By Michael Roddy
LONDON (Reuters) - A 1960s British horse-doping scandal that reached into the royal stables, drew in the criminal underworld and included a Swiss femme fatale has won a top sports-writing prize and made author Jamie Reid a happy man.
Reid's "Doped: The Real Life Story of the 1960s Racehorse Doping Gang" was the winner on Wednesday night of the 25,000-pound ($40,700) William Hlll Sports Book of the Year Award, which the British bookmakers tout as the "richest and most prestigious sports-writing prize in the world".
Reid said he was "thrilled to bits" with the award for his book, which judges praised as "an absolutely thrilling read".
He said that literally overnight orders had come in from a big book chain, sales were up on Amazon and there was interest in television and film rights.
Reid's book tells the tale of crooked bookie Bill Roper ("Roper the Doper"), his glamorous Swiss mistress Micheline Lugeon and their scheme to fix horse races in the early 1960s.
Working from their Notting Hill headquarters in London, Roper and his gang made millions by modern standards. No horse in the country was safe from being "nobbled" (doped), and it was only when they breached the stable of the Queen Mother's trainer that Scotland Yard were called in. Roper and Lugeon both served time in jail.
Reid, who writes a column for the Financial Times, said the story was one of those cases of "truth being stranger than fiction".
He said he had learned when he was a boy about horseracing from his grandmother and had always recalled there was "something very suspicious" about the 1961 Epsom Derby in which highly favored three-year-old superstar Pinturischio did not run - leaving the proceeds in the hands of the bookies and creating a great opportunity for Roper and his gang.
"There were rumors and talk and even when (Roper's) trial happened in 1963 it never really came out exactly what had gone on and who was behind it," Reid said.
"Over the years I've been able to meet people who were able to fill in pieces of the jigsaw for me, figures in the bookmaking world and indeed in the last few years, figures in the underworld."
Here's what else Reid had to say about the murky world of 1960s horseracing and the details woven into his book:
Q: So what is at the heart of this ripping yarn?
A: What I did not realize until a few years ago was that there was this relationship at the centre of it between bookmaker and gambler Bill Roper and his lover who was a very attractive Swiss woman, Michelle Lugeon, who was every inch the femme fatale. She looked like a petite Ava Gardner and she was beautiful, very bright and very hard working too. He fell madly in love with her and she wanted to be a beautician in England so he bought her a shop in Knightsbridge while he had a penthouse apartment in Kensington and he also had a wife and children.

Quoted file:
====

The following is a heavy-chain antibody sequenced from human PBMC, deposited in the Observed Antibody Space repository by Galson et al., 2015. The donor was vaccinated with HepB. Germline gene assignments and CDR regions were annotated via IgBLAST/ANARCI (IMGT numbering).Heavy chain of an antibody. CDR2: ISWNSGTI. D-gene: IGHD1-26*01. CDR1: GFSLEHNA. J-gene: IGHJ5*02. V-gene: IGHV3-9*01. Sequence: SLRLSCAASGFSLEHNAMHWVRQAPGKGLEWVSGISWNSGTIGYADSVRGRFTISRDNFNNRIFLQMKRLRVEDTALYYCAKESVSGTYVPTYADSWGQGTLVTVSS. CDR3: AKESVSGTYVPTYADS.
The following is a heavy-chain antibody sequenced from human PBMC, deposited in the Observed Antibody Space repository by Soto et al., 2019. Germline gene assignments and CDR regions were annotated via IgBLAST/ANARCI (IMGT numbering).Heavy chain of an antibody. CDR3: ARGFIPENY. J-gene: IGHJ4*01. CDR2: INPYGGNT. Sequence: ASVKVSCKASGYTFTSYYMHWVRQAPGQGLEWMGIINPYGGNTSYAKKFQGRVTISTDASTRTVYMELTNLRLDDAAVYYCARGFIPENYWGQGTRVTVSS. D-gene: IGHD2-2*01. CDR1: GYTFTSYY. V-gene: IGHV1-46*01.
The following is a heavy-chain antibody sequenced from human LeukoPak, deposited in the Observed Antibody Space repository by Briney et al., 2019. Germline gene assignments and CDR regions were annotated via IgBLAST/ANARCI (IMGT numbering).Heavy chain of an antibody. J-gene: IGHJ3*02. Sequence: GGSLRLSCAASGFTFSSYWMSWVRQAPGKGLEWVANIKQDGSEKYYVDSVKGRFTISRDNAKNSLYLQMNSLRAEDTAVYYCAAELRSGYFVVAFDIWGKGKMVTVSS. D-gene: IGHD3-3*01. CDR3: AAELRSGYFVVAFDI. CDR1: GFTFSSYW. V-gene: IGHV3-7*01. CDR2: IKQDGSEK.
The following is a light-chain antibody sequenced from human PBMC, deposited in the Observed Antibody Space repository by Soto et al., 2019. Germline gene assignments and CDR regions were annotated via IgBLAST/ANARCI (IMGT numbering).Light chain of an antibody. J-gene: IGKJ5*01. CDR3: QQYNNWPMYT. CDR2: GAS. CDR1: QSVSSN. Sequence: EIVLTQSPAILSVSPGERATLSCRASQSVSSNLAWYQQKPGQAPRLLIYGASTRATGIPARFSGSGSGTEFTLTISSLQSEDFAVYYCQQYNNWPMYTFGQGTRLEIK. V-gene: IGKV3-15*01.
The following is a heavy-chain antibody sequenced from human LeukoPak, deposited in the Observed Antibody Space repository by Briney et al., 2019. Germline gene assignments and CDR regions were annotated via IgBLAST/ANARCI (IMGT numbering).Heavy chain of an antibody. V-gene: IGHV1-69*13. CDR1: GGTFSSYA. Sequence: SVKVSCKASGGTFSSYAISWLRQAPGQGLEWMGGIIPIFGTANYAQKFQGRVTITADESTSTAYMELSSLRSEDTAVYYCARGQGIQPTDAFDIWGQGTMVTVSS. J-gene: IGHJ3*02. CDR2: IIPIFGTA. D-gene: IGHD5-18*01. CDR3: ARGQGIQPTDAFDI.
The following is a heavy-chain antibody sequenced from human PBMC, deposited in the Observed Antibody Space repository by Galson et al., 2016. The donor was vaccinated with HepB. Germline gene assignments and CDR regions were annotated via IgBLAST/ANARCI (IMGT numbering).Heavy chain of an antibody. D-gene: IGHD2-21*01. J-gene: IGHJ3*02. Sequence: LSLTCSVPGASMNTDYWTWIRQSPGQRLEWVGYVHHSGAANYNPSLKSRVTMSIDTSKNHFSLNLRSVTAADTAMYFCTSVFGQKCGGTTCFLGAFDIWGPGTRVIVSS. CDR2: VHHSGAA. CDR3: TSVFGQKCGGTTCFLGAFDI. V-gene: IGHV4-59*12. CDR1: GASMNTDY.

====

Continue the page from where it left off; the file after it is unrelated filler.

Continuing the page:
He bought himself a new bookmaking office in Covent Garden and it was a classic scenario where in order to pay for it all he started looking around at his options and he concluded that this (doping) was for him. In some ways they were too successful at it, they were too good, and then serious criminals got involved and wanted a piece of the action and that started to spell his downfall.
Q: Doping still goes on but it is hard to believe that something of this magnitude, involving the most famous racing event in the country, could have happened.
A: One of the problems the police had was there was no specific crime of doping a race horse, they had to prove conspiracy to defraud punters betting on the horse, the owners, the trainers and police officers and lawyers will tell you it was not easy to make stick. But the other extraordinary thing about it was that the gang were able to get away with it for so long.
In the late 1950s and early '60s, the Jockey Club which ran racing in Britain was an autocratic organization of mostly elderly white upper class men who had little understanding of the betting world and even less of the criminal world. The gangsters and criminals really ran rings around them. Eventually Roper's gang broke into the stables of the trainer of the Queen Mother's horses in Kent and the trainer was an arch-royalist who was so concerned about the possibility of the scandal embarrassing the royal family that he went straight to the Home Office.
Q: Many of the main players in this history are dead and gone, but what of the femme fatale?
A: After he got out of jail she and Roper went to South Africa for a time and then they came back and stayed in England but she went back to South Africa. We don't ultimately know what became of her. She kind of vanishes into the mist. ($1 = 0.6144 British pounds)
(Editing by Alison Williams)